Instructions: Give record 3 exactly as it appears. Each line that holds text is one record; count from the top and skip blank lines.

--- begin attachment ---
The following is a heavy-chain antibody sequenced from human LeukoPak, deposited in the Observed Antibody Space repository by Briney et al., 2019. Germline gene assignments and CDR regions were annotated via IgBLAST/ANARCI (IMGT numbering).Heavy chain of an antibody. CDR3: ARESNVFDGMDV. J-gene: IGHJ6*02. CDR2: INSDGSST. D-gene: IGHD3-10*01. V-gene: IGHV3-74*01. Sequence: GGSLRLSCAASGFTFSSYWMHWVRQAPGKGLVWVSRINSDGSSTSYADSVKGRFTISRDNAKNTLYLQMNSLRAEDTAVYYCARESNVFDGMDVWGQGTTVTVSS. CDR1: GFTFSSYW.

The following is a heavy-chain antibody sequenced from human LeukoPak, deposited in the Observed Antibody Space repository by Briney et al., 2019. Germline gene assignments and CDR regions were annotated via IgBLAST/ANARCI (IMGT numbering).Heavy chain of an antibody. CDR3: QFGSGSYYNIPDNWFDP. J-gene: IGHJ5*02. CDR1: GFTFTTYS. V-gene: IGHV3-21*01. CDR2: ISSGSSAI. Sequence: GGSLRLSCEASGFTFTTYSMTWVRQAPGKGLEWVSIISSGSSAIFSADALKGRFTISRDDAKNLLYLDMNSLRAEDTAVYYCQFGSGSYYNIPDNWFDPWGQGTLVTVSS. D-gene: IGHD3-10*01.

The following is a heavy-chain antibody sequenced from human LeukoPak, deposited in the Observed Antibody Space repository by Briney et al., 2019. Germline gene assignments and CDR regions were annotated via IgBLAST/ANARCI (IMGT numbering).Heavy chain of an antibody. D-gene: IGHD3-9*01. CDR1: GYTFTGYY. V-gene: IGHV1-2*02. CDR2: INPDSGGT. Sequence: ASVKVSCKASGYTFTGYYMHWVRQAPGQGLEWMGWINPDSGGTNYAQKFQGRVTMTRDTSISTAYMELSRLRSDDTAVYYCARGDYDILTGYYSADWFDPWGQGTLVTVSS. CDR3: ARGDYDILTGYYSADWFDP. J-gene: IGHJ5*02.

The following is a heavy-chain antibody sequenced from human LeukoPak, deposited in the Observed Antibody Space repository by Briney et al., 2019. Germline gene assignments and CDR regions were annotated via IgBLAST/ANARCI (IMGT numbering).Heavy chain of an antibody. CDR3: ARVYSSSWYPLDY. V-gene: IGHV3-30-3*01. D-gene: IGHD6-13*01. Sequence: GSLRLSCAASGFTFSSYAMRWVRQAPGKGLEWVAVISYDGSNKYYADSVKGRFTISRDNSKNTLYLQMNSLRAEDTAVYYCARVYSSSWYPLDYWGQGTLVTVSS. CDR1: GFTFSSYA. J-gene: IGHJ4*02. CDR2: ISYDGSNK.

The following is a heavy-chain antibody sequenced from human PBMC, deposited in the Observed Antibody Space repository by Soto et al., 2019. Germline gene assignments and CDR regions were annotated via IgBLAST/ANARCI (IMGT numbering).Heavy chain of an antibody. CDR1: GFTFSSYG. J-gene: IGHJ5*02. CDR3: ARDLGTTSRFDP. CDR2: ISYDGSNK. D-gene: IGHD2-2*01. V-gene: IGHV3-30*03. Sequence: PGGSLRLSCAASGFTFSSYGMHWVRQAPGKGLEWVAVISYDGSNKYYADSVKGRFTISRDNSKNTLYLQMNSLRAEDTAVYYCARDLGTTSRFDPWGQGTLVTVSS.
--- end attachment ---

The following is a heavy-chain antibody sequenced from human LeukoPak, deposited in the Observed Antibody Space repository by Briney et al., 2019. Germline gene assignments and CDR regions were annotated via IgBLAST/ANARCI (IMGT numbering).Heavy chain of an antibody. D-gene: IGHD3-9*01. CDR1: GYTFTGYY. V-gene: IGHV1-2*02. CDR2: INPDSGGT. Sequence: ASVKVSCKASGYTFTGYYMHWVRQAPGQGLEWMGWINPDSGGTNYAQKFQGRVTMTRDTSISTAYMELSRLRSDDTAVYYCARGDYDILTGYYSADWFDPWGQGTLVTVSS. CDR3: ARGDYDILTGYYSADWFDP. J-gene: IGHJ5*02.